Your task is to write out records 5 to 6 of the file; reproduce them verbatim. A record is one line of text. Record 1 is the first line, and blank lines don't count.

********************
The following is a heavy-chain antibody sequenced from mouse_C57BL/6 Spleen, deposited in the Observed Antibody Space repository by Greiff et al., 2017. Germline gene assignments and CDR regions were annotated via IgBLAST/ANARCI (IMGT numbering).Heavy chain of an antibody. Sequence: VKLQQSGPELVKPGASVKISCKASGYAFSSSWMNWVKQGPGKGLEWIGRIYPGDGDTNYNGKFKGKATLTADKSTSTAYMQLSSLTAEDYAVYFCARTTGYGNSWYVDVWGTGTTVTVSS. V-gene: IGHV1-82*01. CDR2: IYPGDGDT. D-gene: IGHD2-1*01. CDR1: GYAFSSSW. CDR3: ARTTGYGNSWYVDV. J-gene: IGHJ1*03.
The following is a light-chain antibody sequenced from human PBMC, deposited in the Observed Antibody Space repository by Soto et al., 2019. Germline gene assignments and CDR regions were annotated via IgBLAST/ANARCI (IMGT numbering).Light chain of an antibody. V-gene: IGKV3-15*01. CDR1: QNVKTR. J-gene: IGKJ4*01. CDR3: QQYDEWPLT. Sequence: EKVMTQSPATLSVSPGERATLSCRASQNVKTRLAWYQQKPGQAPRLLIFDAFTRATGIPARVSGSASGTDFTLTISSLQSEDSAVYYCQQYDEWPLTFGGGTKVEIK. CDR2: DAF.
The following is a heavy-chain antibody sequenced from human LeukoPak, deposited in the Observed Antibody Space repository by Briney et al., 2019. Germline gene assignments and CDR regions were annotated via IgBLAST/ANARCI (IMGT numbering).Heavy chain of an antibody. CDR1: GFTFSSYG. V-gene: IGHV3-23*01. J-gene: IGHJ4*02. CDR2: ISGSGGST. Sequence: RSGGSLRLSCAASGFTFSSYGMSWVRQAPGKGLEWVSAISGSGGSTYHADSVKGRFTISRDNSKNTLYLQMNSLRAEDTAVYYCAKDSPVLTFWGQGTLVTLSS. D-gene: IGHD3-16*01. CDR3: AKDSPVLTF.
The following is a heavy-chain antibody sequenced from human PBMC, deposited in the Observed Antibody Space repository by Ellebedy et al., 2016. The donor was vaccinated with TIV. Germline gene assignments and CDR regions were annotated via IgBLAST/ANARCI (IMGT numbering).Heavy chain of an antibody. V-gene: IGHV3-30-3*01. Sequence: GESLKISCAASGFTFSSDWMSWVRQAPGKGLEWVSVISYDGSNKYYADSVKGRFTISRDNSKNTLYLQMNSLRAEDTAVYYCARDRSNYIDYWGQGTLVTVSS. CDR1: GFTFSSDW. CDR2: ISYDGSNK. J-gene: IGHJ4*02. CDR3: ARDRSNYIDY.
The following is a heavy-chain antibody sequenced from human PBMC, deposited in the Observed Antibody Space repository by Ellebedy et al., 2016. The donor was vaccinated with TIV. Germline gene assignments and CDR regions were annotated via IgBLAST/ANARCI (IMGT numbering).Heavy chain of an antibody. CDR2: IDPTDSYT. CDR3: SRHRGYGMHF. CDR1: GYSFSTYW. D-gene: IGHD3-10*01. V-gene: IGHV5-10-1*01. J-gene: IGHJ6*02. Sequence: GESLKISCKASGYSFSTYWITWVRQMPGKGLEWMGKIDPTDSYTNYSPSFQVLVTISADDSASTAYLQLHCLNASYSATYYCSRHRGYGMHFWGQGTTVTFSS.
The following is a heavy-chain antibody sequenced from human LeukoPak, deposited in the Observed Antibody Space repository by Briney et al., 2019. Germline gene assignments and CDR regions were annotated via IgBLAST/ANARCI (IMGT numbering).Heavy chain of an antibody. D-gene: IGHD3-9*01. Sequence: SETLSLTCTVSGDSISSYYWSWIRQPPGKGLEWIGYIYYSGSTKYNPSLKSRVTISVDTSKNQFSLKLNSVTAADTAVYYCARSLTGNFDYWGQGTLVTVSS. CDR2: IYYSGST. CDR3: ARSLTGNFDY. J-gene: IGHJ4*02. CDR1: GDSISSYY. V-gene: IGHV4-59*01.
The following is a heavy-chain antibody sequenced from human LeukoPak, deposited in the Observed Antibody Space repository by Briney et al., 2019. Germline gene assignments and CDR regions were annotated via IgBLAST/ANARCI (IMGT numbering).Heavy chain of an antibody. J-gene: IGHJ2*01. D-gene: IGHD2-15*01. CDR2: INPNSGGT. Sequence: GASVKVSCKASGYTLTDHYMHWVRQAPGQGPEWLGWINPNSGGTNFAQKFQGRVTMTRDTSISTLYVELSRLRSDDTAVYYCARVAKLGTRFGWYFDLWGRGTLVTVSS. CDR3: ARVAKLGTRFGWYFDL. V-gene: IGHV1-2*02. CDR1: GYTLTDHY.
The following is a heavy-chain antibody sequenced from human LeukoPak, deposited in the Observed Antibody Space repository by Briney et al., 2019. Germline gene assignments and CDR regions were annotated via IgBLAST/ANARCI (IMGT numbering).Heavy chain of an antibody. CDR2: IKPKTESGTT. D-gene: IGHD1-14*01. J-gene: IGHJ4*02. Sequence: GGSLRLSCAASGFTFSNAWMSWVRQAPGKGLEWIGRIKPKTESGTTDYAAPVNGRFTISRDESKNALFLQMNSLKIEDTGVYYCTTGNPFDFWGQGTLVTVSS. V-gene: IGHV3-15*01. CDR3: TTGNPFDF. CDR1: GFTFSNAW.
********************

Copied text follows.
The following is a heavy-chain antibody sequenced from human PBMC, deposited in the Observed Antibody Space repository by Ellebedy et al., 2016. The donor was vaccinated with TIV. Germline gene assignments and CDR regions were annotated via IgBLAST/ANARCI (IMGT numbering).Heavy chain of an antibody. CDR2: IDPTDSYT. CDR3: SRHRGYGMHF. CDR1: GYSFSTYW. D-gene: IGHD3-10*01. V-gene: IGHV5-10-1*01. J-gene: IGHJ6*02. Sequence: GESLKISCKASGYSFSTYWITWVRQMPGKGLEWMGKIDPTDSYTNYSPSFQVLVTISADDSASTAYLQLHCLNASYSATYYCSRHRGYGMHFWGQGTTVTFSS.
The following is a heavy-chain antibody sequenced from human LeukoPak, deposited in the Observed Antibody Space repository by Briney et al., 2019. Germline gene assignments and CDR regions were annotated via IgBLAST/ANARCI (IMGT numbering).Heavy chain of an antibody. D-gene: IGHD3-9*01. Sequence: SETLSLTCTVSGDSISSYYWSWIRQPPGKGLEWIGYIYYSGSTKYNPSLKSRVTISVDTSKNQFSLKLNSVTAADTAVYYCARSLTGNFDYWGQGTLVTVSS. CDR2: IYYSGST. CDR3: ARSLTGNFDY. J-gene: IGHJ4*02. CDR1: GDSISSYY. V-gene: IGHV4-59*01.